I'd done two loads of dirty towel laundry too and given food and water to the 16 cats who overnighted after surgery in my garage (that included the Albany Side by Side colony male).

Time to get off my duff and return the 15. Off I went with them loaded, haphazardly, not organized and neat due to my exhaustion, in my car.

When I get there, I already know they've caught another big black male in one of the two traps I've left there. I already know they have not caught the uncaught teen. I ask the woman if she thinks I can net the teen. She said "Let's try. He's on the woodpile behind the tarp." She goes to one end and I the other. He's looking at both of us, worried now, not sure which way to go. Then, he suddenly decides to bolt off the side, but my net is already over him, in a flash. The caretaker is ecstatic. I get him into the end of the net, and clamp the netting tightly closed beyond the hoop with my hand, not entirely sure there are no holes in my old rotting trusty homemade net.

I carry him in the net into the garage and we easily transfer him into my crooked trap, the trap I backed into in my garage. I was going to make art work of it, then decided to fix it so it works. So I did. It's unique and cool and I still catch cats in it.

So I have the two remaining colony cats contained and am about to release the fixed 15, when up comes the neighbor, who leases the barn behind the caretakers house. He's got kittens from the barn. Three tiny bottle babes, eyes barely open--two white boys and a torti girl. They are cold and screaming.

Who is lactating, I wonder, of the females in my car. I take a good guess, the gray tabby female first to trap and who ate everything I'd give her, before surgery and after. I take her into the garage and with a mirror, check her belly for any sign of lactation. I see small milk bags, not much milk but there's lactation. I release everybody else, load the teen and the big black male up, and the tabby mom and the kittens and the empty dirty cages and carriers, and come home.

I don't like having bottle babes here. A feral mom needs a quiet place to want to nurse and care for them. I rigged the rabbit hutch finally after feeding the kittens myself--KMR I'd just bought for outlandish cost at Petco. Their little bellies were distended. They were at the age, despite being two weeks old or so, they still need stimulation to poop and pee and they hadn't had that. They must have peed out a cup between the three, once stimulated!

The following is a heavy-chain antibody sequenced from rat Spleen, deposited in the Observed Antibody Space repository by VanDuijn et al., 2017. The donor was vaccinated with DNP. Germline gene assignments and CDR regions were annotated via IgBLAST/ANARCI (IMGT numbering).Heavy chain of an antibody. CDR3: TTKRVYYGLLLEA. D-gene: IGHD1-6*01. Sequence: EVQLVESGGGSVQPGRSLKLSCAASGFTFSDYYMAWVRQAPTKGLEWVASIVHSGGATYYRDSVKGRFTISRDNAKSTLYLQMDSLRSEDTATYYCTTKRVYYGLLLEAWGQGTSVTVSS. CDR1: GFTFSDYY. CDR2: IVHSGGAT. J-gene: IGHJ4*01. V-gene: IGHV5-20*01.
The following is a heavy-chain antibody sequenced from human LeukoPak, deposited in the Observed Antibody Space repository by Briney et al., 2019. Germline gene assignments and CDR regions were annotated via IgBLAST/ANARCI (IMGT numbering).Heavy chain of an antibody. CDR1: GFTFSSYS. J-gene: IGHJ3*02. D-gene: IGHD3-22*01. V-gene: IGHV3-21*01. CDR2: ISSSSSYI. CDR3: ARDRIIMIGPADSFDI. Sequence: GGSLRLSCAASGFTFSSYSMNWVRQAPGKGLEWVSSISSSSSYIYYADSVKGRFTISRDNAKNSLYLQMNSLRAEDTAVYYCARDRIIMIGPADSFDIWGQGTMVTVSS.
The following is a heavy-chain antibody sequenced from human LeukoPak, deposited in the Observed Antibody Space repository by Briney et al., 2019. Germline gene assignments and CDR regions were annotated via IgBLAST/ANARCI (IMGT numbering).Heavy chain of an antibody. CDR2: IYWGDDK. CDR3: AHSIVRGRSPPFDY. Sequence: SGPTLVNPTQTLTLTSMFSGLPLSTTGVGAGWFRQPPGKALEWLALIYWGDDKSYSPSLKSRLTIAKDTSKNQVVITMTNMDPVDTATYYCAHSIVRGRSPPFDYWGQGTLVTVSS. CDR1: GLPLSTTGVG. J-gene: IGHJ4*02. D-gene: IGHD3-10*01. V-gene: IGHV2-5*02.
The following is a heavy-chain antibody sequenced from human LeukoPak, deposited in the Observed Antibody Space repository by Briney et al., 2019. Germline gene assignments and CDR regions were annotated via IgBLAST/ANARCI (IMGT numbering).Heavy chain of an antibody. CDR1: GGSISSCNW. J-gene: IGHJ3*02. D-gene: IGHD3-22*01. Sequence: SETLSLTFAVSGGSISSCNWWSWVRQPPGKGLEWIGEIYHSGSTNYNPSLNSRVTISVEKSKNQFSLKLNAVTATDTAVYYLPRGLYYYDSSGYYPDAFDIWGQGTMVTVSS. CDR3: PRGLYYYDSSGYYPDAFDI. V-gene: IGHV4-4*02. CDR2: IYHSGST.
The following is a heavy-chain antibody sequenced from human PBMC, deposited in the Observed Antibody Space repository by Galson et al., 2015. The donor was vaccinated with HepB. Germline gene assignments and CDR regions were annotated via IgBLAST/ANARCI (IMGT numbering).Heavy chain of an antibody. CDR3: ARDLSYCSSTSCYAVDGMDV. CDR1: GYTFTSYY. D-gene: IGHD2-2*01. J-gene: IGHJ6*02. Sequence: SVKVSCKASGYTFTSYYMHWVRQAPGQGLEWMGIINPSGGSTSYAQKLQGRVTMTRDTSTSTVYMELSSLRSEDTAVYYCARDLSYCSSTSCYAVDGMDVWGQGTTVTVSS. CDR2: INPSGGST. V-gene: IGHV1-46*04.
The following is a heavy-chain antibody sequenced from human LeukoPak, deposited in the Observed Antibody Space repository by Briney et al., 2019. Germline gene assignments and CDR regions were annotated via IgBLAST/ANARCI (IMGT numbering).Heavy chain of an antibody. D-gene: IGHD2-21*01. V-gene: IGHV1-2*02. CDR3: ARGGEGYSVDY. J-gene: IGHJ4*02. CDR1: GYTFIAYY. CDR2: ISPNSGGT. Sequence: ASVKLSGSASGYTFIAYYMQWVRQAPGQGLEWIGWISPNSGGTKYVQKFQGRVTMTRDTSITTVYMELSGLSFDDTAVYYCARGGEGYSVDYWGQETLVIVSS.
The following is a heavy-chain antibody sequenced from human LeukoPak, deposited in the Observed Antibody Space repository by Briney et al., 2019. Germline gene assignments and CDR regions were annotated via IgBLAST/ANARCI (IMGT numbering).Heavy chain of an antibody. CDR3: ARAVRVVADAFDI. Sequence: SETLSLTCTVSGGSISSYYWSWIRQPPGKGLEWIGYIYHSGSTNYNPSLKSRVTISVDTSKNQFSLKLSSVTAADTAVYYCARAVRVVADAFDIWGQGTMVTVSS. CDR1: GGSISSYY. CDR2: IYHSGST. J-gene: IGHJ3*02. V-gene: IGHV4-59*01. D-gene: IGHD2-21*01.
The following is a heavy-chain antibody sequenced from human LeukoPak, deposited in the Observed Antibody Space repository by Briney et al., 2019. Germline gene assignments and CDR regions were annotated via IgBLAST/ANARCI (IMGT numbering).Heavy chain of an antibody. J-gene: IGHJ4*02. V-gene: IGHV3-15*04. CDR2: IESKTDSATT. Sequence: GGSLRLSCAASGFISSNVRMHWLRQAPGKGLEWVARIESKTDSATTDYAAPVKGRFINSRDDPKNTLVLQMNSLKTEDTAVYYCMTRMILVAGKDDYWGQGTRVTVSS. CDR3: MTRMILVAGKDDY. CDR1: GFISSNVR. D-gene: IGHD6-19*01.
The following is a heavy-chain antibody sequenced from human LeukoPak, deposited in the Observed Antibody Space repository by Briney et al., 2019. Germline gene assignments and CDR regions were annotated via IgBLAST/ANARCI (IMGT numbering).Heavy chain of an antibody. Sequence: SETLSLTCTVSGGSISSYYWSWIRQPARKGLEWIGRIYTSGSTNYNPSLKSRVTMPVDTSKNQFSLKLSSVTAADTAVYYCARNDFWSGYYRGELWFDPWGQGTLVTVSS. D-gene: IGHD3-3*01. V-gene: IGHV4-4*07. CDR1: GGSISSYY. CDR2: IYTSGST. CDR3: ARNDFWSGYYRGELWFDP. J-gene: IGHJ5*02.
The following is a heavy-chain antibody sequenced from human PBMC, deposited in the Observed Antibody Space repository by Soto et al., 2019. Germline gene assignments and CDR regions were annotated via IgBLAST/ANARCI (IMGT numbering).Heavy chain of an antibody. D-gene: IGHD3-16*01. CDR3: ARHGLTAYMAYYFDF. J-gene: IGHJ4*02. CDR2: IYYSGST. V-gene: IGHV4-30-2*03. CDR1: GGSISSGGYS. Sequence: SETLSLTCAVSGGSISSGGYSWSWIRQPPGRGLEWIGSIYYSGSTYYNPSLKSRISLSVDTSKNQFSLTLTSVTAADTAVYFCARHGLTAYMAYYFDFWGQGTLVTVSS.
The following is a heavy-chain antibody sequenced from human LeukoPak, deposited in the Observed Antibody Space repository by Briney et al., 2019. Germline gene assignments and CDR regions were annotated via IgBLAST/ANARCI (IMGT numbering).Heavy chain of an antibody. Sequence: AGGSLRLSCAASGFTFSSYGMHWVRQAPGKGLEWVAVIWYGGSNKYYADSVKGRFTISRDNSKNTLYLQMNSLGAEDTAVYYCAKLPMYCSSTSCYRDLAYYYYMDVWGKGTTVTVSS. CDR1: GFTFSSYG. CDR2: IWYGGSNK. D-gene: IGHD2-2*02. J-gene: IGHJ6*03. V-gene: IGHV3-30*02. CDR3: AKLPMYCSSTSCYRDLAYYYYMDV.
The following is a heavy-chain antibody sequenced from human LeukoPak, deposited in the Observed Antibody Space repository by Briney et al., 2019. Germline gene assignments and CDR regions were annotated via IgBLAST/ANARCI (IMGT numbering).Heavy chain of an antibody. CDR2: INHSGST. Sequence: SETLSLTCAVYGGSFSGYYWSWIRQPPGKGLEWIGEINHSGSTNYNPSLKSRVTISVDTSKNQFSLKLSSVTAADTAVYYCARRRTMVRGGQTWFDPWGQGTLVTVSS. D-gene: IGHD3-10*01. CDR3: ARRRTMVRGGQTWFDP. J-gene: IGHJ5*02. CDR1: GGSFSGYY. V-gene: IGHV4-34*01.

I got them warm also.

Then I put them in with the mom. At first, she would have nothing to do with them. I was panicked so tired out already and now these kittens! OMG, I thought. I can't do this. But the mom finally became the mom, and took to feeding them. She's not a great mom, won't clean them, doesn't feel well herself. She ate too much in the time she was in the trap before surgery. She was one of the first to trap Wednesday night and this was Saturday. She acted like she was not that happy to be back to being mom. She has diarrhea from her over eating, too. I have to remove the kittens and bathe them at least twice a day.
The rural Linn mom with kittens, found in the barn by a neighbor.

I'd also been contacted by a Junction City couple who claimed to have 15 cats a neighbor left behind needing fixed including some pregnant ones. To solve my issues with the two cats in traps, I asked S/nipped if they by chance had any Sunday appointments. When they said I could bring cats Sunday, I asked how many max and was told six. I called the Junction City people and told them to meet me at 5:15 a.m. Sunday at the Mcdonalds with four cats, preferably females.

So off I went to S/nipped the next morning, with the two rural Linn boys, and three girls from Junction City. They only showed up with three.
Sinbad, big black male from the rural Linn colony fixed at S/nipped this last Sunday.
Nippy, the silver tabby tux male teen I netted Saturday at the rural Linn colony and who was fixed Sunday at S/nipped.

On the way back, I met them again, only this time, at the house of a JC cat trapper, who works at the WAG clinic in Eugene. I figured they could hook up and find a way to get the rest fixed somehow. I didn't get photos of their three girls. They were two muted tortis and a tabby on white female. For records, I named them Melissa, Janey and Ruthy.

Then it was home again. I also had to meet the Lebanon man, who had two more boys caught for a pre arranged Monday appointment at Heartland for them.
Furbee and Tom E. Cat, from the Lebanon big boys colony, fixed Monday at Heartland. Frubee was a crypt orchid.

I picked up an Albany girl Monday morning also and all three of those cats were fixed at Heartland.
Priscilla, fixed Monday at Heartland. These folks found her as a bottle babe and requested help from me then on caring for her. I can't believe she is so beautiful now. But she is!

Heartland said they have a worker who will foster the bottle babes, if they're old enough (I believe the person works full time). I agreed to it, but now have misgivings since I don't think the kittens are quite old enough to be left alone all day without feeding. I think they're still too young for that.

19 cats fixed Friday. Five fixed Sunday. Three fixed Monday. Very good four days for local cats. The rural Linn Colony is completed. The Lebanon Big Boys colony still has the female, with kittens out in the woods, and one big boy left needing fixed. Ten boys fixed from there so far. The Albany Side by Side colony is now fixed.

I am still recuperating from a wild exhausting but meaningful weekend.